Revisiting the Distracted Mind
As both an online student and an instructional designer, I find myself thinking about attention spans often. Last year, I wrote a post here about harnessing the distracted mind, in which I offered tools and methods for staying focused, even when hilarious YouTube videos or brilliant longreads are just one browser tab away. What I’ve come to realize over the past year is that distraction is never going to be something we can just “fix” with a simple productivity method or even a research-backed app. Don’t get me wrong – those can help. But computers, and the evolving ways in which we use them, will always create behavioral challenges for us.
For example, take multitasking. Lately, the term “multitasking” has started to be replaced by “task switching”. We don’t perform multiple tasks at once, the argument goes; we merely switch from one task to another. When you use a computer, task switching is often motivated by on-screen notifications. Slack or Skype notifications pop up whenever someone sends out a message. Chrome wants you to know that someone commented on that Google Doc you were working on two days ago. Outlook has a new meeting invitation for you. Each of these little taps on the shoulder can seriously derail your focus.
Some say that the solution to notification fatigue is easy: just turn them off. There are a few problems with this idea, though. The first one is pretty simple: what if you miss out on something really important, like a reminder that you’re supposed to meet your boss in fifteen minutes? Sometimes, those little pop-ups can save you from serious mishaps.
Another problem is that, when notifications are turned off, people tend to interrupt themselves. Dabbish, Mark, & Gonzalez ( 2011) theorize that we actually condition ourselves to self-interrupt. They argue that we grow so accustomed to being interrupted that when we remove external interruptions, we compensate for their absence by creating our own interruptions. You know what this looks like: you’re typing away at a project, and suddenly you have the urge to check something totally unrelated. One experiment found that this kind of “internal” interruption resulted in even more lost time than external interruptions (Katidioti, Borst, Van Vugt, & Taatgen, 2016).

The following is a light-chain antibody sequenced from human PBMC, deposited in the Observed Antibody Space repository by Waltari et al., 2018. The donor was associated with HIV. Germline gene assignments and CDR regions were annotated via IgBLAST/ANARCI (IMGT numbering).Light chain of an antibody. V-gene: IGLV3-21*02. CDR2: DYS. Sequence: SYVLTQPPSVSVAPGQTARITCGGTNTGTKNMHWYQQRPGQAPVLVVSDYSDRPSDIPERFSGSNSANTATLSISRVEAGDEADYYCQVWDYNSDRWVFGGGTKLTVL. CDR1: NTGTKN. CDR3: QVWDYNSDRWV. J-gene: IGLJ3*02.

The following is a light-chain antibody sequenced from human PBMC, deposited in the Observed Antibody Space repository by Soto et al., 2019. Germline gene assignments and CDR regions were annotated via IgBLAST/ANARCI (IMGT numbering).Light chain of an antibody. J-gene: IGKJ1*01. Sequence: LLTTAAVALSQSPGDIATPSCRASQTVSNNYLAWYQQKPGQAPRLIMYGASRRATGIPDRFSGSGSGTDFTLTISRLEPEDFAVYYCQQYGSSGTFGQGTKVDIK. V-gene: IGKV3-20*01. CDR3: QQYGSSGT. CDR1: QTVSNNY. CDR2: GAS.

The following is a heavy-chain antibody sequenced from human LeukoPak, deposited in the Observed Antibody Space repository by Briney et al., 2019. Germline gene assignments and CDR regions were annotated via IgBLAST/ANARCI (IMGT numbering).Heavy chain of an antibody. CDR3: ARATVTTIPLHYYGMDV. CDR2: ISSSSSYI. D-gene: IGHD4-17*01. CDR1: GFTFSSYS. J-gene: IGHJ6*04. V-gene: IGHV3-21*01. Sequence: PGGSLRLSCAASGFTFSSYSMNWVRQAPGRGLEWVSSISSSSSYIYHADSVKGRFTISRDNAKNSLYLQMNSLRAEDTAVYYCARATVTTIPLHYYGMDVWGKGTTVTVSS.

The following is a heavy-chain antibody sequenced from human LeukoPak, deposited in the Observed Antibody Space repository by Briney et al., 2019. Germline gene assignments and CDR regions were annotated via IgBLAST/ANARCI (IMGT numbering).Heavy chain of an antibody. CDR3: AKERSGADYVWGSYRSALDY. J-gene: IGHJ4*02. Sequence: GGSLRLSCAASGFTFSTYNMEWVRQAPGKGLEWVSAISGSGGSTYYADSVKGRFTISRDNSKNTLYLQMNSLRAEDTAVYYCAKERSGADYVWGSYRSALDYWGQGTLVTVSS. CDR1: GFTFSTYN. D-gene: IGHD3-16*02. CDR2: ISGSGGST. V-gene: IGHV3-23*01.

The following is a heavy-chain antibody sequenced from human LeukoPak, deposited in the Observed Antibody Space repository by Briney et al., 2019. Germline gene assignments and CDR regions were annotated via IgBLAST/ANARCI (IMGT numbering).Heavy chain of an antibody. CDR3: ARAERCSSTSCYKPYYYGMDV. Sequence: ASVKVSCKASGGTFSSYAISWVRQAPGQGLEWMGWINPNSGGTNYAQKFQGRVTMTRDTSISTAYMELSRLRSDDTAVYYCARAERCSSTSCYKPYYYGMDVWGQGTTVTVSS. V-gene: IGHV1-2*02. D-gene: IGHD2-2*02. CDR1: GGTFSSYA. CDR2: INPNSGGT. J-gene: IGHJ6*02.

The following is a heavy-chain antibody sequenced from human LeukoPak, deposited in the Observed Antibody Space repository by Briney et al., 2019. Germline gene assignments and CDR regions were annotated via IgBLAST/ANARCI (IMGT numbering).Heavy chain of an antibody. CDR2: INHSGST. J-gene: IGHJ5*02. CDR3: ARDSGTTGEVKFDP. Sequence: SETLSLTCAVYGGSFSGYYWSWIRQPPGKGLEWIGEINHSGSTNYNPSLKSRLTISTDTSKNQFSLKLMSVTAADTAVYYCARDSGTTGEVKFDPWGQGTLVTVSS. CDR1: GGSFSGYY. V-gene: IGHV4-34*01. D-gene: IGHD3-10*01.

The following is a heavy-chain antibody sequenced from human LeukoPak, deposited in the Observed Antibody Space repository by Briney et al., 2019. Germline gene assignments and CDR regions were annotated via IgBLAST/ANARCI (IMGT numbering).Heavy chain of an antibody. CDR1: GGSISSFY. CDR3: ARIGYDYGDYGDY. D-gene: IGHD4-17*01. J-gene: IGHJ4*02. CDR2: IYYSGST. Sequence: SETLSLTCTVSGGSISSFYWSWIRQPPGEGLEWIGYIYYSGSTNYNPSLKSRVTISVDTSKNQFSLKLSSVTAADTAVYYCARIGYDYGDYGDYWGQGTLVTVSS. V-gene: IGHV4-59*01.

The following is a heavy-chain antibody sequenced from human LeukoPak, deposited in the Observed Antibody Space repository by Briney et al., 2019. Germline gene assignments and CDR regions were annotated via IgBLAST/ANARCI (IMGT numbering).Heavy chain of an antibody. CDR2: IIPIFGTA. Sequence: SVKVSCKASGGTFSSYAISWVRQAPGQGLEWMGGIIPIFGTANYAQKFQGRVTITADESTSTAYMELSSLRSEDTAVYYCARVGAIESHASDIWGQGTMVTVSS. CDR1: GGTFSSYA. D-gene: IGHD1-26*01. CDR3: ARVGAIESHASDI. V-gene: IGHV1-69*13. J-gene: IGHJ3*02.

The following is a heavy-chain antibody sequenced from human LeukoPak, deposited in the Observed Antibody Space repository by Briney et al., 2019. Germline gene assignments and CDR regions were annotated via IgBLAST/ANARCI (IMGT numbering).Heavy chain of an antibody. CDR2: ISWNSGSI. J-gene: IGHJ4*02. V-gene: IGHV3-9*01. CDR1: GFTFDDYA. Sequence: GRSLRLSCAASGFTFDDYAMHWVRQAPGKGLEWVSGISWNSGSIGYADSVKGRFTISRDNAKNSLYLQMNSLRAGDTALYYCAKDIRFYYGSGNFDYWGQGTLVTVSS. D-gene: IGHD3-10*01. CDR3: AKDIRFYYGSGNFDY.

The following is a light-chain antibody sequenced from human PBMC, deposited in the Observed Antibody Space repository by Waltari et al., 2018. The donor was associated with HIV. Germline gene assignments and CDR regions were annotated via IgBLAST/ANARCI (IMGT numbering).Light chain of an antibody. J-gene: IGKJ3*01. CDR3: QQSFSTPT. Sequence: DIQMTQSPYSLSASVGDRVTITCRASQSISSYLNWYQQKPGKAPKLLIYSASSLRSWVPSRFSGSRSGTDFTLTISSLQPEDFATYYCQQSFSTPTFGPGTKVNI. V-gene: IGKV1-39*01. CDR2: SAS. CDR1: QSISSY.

What’s worse, people who experience feelings of frustration with their current task are even more likely to self-interrupt (Adler & Benbunan-Fich, 2013). Imagine an online student who spends the workday on a computer, with its own barrage of notifications. After work, the student goes home, spends some time with family, and then sits down at a laptop to do some coursework – say, organic chemistry. If the content is difficult to comprehend, it’s likely that just the act of paying attention to the content is going to be hard. Scientists have found that shifting attention tends to result in mental fatigue and a drop in performance (Hopstaken, van der Linden, Bakker, Kompier, & Leung, 2016). It could be a tough night for that student.
So where do we go from here, and how do we solve this problem? There doesn’t seem to be a silver bullet or life-hack that can truly make distraction go away. Some researchers suggest that we need to rethink software design to minimize distractions (Mark, Iqbal, Czerwinski, Johns, & Sano, 2016). After all, if software has conditioned us to distract ourselves, maybe it can reverse the trend. Instructional designers might consider altering course design so that students get more positive feedback. That could reduce the feelings of frustration that lead to self-interruption. In the meantime, it might be helpful just to become aware of the behavioral costs we pay as we further ingrain technology into our lives.
Adler, R. F., & Benbunan-Fich, R. (2013). Self-interruptions in discretionary multitasking. Computers in Human Behavior, 29(4), 1664–1670. https://doi.org/10.1016/j.chb.2013.01.039
Hopstaken, J. F., van der Linden, D., Bakker, A. B., Kompier, M. A. J., & Leung, Y. K. (2016). Shifts in attention during mental fatigue: Evidence from subjective, behavioral, physiological, and eye-tracking data. Journal of Experimental Psychology: Human Perception and Performance, 42(6), 878–889. https://doi.org/10.1037/xhp0000189
Dabbish, L., Mark, G., & Gonzalez, V. (2011). Why Do I Keep Interrupting Myself?: Environment, Habit and Self-Interruption. Chi, 3127–3130. https://doi.org/10.1145/1978942.1979405
Katidioti, I., Borst, J. P., Van Vugt, M. K., & Taatgen, N. A. (2016). Interrupt me: External interruptions are less disruptive than self-interruptions. Computers in Human Behavior, 63, 906–915. https://doi.org/10.1016/j.chb.2016.06.037
Mark, G., Iqbal, S. T., Czerwinski, M., Johns, P., & Sano, A. (2016). Neurotics can’t focus : An in situ study of online multitasking in the workplace. Proceedings of the SIGCHI Conference on Human Factors in Computing Systems, 1739–1744. https://doi.org/10.1145/2858036.2858202